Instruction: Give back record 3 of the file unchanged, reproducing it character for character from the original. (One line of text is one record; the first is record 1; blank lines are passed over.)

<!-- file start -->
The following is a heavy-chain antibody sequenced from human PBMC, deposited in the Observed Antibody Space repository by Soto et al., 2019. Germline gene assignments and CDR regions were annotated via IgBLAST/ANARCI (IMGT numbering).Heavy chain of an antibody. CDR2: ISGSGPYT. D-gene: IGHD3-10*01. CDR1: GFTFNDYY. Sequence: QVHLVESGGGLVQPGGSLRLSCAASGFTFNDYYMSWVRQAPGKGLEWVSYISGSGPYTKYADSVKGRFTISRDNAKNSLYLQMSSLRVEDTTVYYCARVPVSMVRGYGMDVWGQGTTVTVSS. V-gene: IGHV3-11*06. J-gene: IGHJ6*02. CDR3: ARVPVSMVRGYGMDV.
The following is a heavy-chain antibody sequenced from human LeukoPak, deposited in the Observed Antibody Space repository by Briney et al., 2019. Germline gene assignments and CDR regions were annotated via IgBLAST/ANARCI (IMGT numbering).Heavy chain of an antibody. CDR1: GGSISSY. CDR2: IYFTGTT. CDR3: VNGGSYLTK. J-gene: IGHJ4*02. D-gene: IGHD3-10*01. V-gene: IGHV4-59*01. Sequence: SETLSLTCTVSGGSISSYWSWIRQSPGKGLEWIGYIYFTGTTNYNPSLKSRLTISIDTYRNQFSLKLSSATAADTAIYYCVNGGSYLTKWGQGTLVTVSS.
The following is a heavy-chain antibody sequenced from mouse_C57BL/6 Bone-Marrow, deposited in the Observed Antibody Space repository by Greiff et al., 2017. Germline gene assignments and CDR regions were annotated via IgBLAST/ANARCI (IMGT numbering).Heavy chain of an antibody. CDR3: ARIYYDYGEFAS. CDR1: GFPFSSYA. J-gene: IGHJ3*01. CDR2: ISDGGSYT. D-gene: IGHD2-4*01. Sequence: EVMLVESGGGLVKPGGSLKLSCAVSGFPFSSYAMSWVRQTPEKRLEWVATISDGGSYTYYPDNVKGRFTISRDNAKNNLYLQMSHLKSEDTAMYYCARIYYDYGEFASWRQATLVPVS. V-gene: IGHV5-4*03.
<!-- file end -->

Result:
The following is a heavy-chain antibody sequenced from mouse_C57BL/6 Bone-Marrow, deposited in the Observed Antibody Space repository by Greiff et al., 2017. Germline gene assignments and CDR regions were annotated via IgBLAST/ANARCI (IMGT numbering).Heavy chain of an antibody. CDR3: ARIYYDYGEFAS. CDR1: GFPFSSYA. J-gene: IGHJ3*01. CDR2: ISDGGSYT. D-gene: IGHD2-4*01. Sequence: EVMLVESGGGLVKPGGSLKLSCAVSGFPFSSYAMSWVRQTPEKRLEWVATISDGGSYTYYPDNVKGRFTISRDNAKNNLYLQMSHLKSEDTAMYYCARIYYDYGEFASWRQATLVPVS. V-gene: IGHV5-4*03.